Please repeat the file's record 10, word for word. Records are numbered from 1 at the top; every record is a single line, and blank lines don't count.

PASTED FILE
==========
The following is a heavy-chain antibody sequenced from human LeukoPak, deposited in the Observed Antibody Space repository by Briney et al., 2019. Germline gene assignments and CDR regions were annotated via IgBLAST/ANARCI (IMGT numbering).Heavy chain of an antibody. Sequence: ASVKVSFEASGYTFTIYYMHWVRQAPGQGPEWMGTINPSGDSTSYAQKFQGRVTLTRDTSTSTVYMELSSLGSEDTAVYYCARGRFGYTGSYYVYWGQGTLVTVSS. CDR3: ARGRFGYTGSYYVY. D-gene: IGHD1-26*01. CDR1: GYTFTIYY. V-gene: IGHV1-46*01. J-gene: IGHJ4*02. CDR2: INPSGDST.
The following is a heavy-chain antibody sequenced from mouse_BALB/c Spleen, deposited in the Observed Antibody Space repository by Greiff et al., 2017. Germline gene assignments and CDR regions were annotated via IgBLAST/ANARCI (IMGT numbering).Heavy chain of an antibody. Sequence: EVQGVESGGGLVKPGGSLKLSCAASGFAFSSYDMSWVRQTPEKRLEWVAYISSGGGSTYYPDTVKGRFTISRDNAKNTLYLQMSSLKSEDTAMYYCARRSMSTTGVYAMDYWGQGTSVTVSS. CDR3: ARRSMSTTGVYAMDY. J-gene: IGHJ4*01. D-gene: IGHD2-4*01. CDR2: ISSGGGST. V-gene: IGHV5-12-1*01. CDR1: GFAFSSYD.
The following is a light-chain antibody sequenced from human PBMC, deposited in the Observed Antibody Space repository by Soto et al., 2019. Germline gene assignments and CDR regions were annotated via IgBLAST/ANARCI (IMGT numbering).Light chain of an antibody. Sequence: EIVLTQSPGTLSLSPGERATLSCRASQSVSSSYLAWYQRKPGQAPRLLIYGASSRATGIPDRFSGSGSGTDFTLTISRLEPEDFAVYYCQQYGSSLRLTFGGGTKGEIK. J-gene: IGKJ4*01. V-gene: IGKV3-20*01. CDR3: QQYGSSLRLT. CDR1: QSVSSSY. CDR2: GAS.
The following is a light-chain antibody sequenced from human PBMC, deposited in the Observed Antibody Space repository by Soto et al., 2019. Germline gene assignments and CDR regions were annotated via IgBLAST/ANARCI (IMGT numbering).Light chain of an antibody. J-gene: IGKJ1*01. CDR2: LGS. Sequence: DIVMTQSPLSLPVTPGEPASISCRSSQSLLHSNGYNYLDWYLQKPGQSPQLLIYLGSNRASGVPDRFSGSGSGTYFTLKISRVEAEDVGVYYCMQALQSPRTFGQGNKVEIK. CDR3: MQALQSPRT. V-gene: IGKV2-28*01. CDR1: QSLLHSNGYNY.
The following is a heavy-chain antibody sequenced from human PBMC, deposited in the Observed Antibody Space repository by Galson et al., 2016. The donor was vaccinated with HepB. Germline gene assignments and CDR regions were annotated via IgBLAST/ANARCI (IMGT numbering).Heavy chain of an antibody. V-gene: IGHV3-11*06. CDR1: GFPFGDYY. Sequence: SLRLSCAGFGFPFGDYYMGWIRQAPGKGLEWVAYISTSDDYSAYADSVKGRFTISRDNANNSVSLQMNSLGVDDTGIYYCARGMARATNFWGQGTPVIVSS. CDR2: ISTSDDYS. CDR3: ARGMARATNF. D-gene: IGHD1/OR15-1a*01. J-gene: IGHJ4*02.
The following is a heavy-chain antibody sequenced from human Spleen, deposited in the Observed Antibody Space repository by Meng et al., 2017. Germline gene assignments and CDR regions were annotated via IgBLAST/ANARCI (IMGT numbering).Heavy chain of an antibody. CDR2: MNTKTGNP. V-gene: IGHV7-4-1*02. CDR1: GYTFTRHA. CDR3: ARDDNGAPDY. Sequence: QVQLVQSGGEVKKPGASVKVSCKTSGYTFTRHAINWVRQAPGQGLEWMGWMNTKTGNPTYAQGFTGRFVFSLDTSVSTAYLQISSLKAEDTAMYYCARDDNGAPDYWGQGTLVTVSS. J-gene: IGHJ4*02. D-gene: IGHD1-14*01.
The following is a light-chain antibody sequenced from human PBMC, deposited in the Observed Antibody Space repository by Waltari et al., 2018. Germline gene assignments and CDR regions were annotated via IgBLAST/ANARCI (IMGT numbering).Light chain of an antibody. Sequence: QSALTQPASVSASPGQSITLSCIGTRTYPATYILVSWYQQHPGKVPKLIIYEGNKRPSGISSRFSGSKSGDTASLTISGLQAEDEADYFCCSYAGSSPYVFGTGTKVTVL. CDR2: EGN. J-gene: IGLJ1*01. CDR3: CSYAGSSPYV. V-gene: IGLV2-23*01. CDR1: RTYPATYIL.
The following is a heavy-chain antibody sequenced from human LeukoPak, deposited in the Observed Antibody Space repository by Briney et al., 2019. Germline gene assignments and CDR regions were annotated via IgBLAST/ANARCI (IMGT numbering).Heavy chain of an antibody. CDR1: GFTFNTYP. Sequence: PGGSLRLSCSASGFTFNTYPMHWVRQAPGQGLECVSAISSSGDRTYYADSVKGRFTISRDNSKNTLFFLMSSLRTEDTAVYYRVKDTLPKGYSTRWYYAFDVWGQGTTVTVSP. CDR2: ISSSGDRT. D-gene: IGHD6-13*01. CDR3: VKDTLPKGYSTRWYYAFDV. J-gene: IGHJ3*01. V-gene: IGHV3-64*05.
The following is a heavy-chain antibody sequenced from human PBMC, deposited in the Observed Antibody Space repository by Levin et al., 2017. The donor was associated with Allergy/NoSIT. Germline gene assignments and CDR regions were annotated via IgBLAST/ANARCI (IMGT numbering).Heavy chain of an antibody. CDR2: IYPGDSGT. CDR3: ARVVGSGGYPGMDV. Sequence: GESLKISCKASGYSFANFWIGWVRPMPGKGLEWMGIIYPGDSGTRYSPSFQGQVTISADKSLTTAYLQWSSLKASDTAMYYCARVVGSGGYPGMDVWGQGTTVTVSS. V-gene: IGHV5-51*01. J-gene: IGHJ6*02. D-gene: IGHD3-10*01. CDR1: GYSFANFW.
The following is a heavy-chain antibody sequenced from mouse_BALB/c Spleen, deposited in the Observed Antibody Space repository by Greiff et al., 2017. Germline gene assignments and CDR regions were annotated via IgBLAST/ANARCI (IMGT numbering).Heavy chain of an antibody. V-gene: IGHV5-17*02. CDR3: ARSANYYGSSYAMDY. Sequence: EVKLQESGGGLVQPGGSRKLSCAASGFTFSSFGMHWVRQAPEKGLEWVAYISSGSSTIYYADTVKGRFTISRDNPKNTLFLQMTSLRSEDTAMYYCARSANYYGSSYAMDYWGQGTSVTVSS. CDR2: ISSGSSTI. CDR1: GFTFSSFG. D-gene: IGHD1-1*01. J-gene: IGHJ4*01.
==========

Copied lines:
The following is a heavy-chain antibody sequenced from mouse_BALB/c Spleen, deposited in the Observed Antibody Space repository by Greiff et al., 2017. Germline gene assignments and CDR regions were annotated via IgBLAST/ANARCI (IMGT numbering).Heavy chain of an antibody. V-gene: IGHV5-17*02. CDR3: ARSANYYGSSYAMDY. Sequence: EVKLQESGGGLVQPGGSRKLSCAASGFTFSSFGMHWVRQAPEKGLEWVAYISSGSSTIYYADTVKGRFTISRDNPKNTLFLQMTSLRSEDTAMYYCARSANYYGSSYAMDYWGQGTSVTVSS. CDR2: ISSGSSTI. CDR1: GFTFSSFG. D-gene: IGHD1-1*01. J-gene: IGHJ4*01.